internal resistances may be due to the fact that the conductivities of the substrates were not tempered
with.


                                                 203
International Journal of Advanced Research in Engineering and Technology (IJARET), ISSN 0976 –
6480(Print), ISSN 0976 – 6499(Online) Volume 4, Issue 7, November – December (2013), © IAEME




Fig 9: This depicts the potential dropped verses load (external resistance). We obtained a data set as
                            a function of resistance for the three systems




                          Fig 10: Polarization Curves for the Three Cells




                                                 204
International Journal of Advanced Research in Engineering and Technology (IJARET), ISSN 0976 –
6480(Print), ISSN 0976 – 6499(Online) Volume 4, Issue 7, November – December (2013), © IAEME




                                 Fig 11: Power Density Curves

Power Production by MFC
       From Fig. 11 we read off a peak power of 31.01 mW/cm2. Converting this to power
production from the system we obtain

      P = 31.01 (mW/cm2) x (12.6 cm2) = 30 x 10-4 W

Coulombic Efficiency (CE)
        The recovery of electrons is referred to as Coulombic efficiency, defined as the fraction
(or percent) of electrons recovered as current versus that in the starting organic matter [6].




That is




Where tb = Total cycle (s)
      I = Current (A)
      F = Faraday’s constant (C/mole)
      VAn = volume of liquid in the anode compartment (L)
      ∆COD = Change in COD (g/L)
      CE = 11.3 %

Partition Surface Area of PEM per Volume = 0.7 m2/m3

                                              205
International Journal of Advanced Research in Engineering and Technology (IJARET), ISSN 0976 –
6480(Print), ISSN 0976 – 6499(Online) Volume 4, Issue 7, November – December (2013), © IAEME

CONCLUSION

       It has been found that the Balance wastewater produced power most significantly than the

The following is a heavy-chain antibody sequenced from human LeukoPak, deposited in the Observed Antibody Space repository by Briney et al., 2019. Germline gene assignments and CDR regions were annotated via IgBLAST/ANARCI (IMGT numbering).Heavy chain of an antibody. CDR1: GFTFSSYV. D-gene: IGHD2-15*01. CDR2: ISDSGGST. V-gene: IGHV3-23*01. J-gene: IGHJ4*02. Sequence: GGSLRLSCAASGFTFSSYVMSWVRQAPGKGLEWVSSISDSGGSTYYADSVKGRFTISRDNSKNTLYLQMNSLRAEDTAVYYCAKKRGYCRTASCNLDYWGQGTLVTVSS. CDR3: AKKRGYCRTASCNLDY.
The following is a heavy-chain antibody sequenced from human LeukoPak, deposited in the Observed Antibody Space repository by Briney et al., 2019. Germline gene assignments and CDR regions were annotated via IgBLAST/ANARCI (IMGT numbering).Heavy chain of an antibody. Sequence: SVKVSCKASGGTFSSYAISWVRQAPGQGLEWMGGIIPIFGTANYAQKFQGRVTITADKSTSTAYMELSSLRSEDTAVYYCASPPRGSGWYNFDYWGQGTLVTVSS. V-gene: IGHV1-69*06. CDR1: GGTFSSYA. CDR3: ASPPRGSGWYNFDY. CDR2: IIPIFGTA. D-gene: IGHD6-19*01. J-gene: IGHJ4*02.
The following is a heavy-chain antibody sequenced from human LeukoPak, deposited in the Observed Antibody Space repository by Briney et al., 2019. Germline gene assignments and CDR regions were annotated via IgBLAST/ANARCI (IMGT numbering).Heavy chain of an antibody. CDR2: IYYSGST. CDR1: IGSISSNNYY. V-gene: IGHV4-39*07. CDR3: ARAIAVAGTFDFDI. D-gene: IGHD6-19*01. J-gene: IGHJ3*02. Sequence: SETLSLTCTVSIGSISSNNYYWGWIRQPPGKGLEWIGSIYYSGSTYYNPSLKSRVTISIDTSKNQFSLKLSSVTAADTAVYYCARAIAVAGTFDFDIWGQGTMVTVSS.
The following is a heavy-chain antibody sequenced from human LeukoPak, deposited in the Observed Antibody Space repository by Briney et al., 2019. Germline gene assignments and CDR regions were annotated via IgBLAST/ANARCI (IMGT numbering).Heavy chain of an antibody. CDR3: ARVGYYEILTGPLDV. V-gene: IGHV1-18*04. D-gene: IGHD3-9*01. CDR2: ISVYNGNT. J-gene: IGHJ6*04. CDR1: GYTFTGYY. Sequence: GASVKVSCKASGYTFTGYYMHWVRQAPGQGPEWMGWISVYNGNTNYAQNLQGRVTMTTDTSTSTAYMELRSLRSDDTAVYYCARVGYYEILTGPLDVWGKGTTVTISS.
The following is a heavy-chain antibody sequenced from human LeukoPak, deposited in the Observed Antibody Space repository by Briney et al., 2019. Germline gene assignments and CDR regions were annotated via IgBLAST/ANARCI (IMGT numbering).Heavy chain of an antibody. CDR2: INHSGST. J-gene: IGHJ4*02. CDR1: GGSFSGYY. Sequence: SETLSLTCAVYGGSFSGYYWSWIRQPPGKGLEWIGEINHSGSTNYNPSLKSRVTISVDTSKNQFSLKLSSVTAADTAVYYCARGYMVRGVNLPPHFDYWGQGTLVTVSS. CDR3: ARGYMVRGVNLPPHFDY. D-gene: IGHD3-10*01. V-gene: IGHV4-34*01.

other two. It has been observed that the current generation of the cells increased for a higher COD
and lower pH. Characterization curves for Influent and Anaerobic wastewaters are insignificant
compared to that of Balance wastewater. The removal of COD of observed to be highest for the cell
which produces higher current. The COD for Balance dropped from 4386 to 267mg/L for the 36
days of running.

Summary of other Generated Parameters

       Substrate    Max. OCV       Max Current           Power       Current        Internal
                      (mV)           (mA)               Density      Density       Resistance
                                                       (mW/cm2)     (mA/cm2)          ( )
   Balance              782            0.330              246          8.04            3k
   Influent             345            0.021              37.9         0.34            8k
   Anaerobic             66            0.003              10.7        0.028           10 k


ACKNOWLEDGEMENTS

       Authors would like to thank Dr. Young-Gi Yoo of Korea Institute of Energy Research for
providing Carbon paper doped with platinum. We would also like to thank the Head of Physics
Department, KNUST and Guinness Ghana Brewery Limited for necessary facilities for this work.

REFERENCES

 [1]    Banik et al, 2012 Greener Journal of Biological Sciences ISSN: 2276-7762 Vol. 2 (2),
        pp. 013-019, October 2012.
 [2]    Logan, B.E. 2008, Microbial Fuel Cells pp. 6.
 [3]    X. Wang; Y. J. Feng, H. Lee 2008, Electricity production from beer brewery wastewater
        using single chamber microbial fuel cell – Water Science & Technology – WST, 57.7, 1117.
 [4]    Liu, H., Cheng S. and Logan, B.E. 2005b, Production of Electricity from acetate or butyrate
        in a single chamber microbial fuel cell, Environ. Sci. Techno, 39(2), 658 -662.
 [5]    Logan, B.E. 2008, Microbial Fuel Cells, pp 46 – 48.
 [6]    Chonde Sonal G, Mishra A. S. and Raut P.D., “Bioelectricity Production from Wastewater
        using Microbial Fuel Cell (MFC)”, International Journal of Advanced Research in
        Engineering & Technology (IJARET), Volume 4, Issue 6, 2013, pp. 62 - 69, ISSN Print:
        0976-6480, ISSN Online: 0976-6499.




                                                 206

				
DOCUMENT INFO
Shared By:
Categories:
Tags:
Stats:
views:0
posted:12/31/2013
language:Unknown
pages:9